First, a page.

How's Your Enterprise Wearables Strategy? - InformationWeek

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J.P. Gownder
J.P. Gownder
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How's Your Enterprise Wearables Strategy?

The Apple Watch release in early 2015 will set the stage for wider enterprise adoption of wearables. Here are some scenarios to prepare for.

Wearable devices are slowly but surely making their way into the enterprise.

Forrester asked 2,045 technology decision makers to rank the importance of having a strategy in place to support wearable devices over the next 12 months. Over half reported that wearables were a priority, with 32% replying that wearables are a "critical" or "high" priority.

[The enterprises is the place for wearables innovation, but challenges loom for CIOs. Read Wearables In The Workplace: 3 Realities]

2015 will be a transition year, with IT leaders facing three different wearables scenarios:

  • Company-owned wearables. Most wearables will be company-owned devices used to reshape how work gets done. For example, ClickSoftware's ShiftExpert app uses the Samsung Gear smart watch to let employees clock in and out from shifts, automatically entering the data into timesheets -- and also sending reminders if the worker is late. Deploying and supporting a wide array of devices -- from Google Glass to smart watches to smart clothing -- will be a rising challenge for technology managers in 2015.
  • Employee-owned wearables. Workers will inevitably try to expand their work lives onto new wearable devices, like smart watches. Extending mobile device management (MDM) systems and adjusting policies to accommodate these new bring-your-own (BYO) wearables will be a challenge as well.
  • Customer-owned wearables. Technology leaders will also be asked to support wearable devices owned by customers. For example, when Apple Pay and Apple Watch are released, supporting NFC payments with point of sale systems and software will be a priority for retail businesses. Designing applications, networks, and supporting infrastructure for customer-owned wearables is a chance for tech managers to contribute directly to the bottom line.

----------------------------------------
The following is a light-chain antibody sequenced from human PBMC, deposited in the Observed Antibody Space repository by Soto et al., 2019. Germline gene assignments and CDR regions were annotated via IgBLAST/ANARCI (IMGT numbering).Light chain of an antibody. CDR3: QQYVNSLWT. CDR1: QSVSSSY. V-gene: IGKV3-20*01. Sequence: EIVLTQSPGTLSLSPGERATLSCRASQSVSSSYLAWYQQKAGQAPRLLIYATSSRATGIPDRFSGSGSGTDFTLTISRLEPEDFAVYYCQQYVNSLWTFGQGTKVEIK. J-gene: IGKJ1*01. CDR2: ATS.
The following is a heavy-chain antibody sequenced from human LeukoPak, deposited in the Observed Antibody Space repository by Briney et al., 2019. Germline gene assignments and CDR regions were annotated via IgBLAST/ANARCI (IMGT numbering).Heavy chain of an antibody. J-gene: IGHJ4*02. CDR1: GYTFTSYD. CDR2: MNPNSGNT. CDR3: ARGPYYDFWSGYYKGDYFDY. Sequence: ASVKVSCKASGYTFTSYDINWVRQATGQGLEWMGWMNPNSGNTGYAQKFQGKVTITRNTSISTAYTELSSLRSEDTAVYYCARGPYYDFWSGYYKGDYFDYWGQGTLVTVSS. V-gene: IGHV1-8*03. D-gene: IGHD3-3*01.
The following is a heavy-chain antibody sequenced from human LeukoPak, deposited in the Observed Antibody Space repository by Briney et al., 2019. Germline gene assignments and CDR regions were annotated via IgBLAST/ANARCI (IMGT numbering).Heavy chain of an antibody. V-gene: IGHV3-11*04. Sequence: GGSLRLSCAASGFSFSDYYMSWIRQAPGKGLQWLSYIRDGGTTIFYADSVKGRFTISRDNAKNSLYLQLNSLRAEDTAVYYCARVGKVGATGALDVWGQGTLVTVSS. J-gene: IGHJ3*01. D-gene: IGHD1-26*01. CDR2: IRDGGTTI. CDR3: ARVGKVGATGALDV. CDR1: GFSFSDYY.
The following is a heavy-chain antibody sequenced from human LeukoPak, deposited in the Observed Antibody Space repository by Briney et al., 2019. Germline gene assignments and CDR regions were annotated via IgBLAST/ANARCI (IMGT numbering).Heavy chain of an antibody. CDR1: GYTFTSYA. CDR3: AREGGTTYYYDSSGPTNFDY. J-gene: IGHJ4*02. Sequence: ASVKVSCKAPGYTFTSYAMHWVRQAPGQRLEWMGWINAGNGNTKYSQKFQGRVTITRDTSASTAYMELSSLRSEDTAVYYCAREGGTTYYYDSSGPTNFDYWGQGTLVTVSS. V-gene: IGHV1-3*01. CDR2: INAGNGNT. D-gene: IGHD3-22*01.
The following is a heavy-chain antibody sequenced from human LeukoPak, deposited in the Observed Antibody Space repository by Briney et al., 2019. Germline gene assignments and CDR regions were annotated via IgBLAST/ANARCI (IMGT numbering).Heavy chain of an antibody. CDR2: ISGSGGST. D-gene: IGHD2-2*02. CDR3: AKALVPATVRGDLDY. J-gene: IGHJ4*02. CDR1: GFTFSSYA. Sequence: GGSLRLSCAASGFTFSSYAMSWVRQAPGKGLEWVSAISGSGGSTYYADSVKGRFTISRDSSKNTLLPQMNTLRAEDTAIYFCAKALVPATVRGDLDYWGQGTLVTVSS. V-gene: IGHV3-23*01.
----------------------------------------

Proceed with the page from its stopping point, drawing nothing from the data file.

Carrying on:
The Apple Watch factor
Even as technology managers turn their attention to wearables, Apple's plans to enter the fray in a big way in early 2015 with the Apple Watch will heighten the sense of urgency and awareness.

Apple has a knack for catching emerging waves of technology growth at the right time. The company looks to do the same with wrist-based wearables. In 2014, 42% of online U.S. adults showed interest in purchasing a wrist-based wearable – up from 28% in 2013, and leading all other body locations (see figure below). FitBit, Jawbone, and Samsung have all helped incite this growing interest, but Apple Watch has the best chance of turning wearables into a mass market category.

Why is Apple so successful at building new product categories? One reason is its ability to build and extend its ecosystem of partners to create value for customers.

The wearables ecosystem will be built not by tech vendors alone, but by banks, retailers, hotels, hospitals, and brands. The planned Apple Watch app for the W Hotels, for example, will allow customers to check in to the hotel, open their hotel room doors, and pay for goods and services with Apple Pay. Much as Disney has done with its MagicBand wearable, Apple Watch can be

J.P. Gownder is a Vice President and Principal Analyst at Forrester, serving infrastructure and operations professionals. He collaborates with other analysts to create the I&O workforce enablement playbook, which helps companies serve a more mobile workforce. View Full Bio
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Shane M. O'Neill
Shane M. O'Neill,
User Rank: Author
10/8/2014 | 10:17:28 AM
Inevitability of wearables
I'm eager to see what impact the Apple Watch has on the market. It could have a game-changing effect but could possibly land with a thud given how other smartwatches have been received. Regardless, wearables will flourish slowly but surely. There are just too many opportunities to streamline the experience for both employee and customer. 
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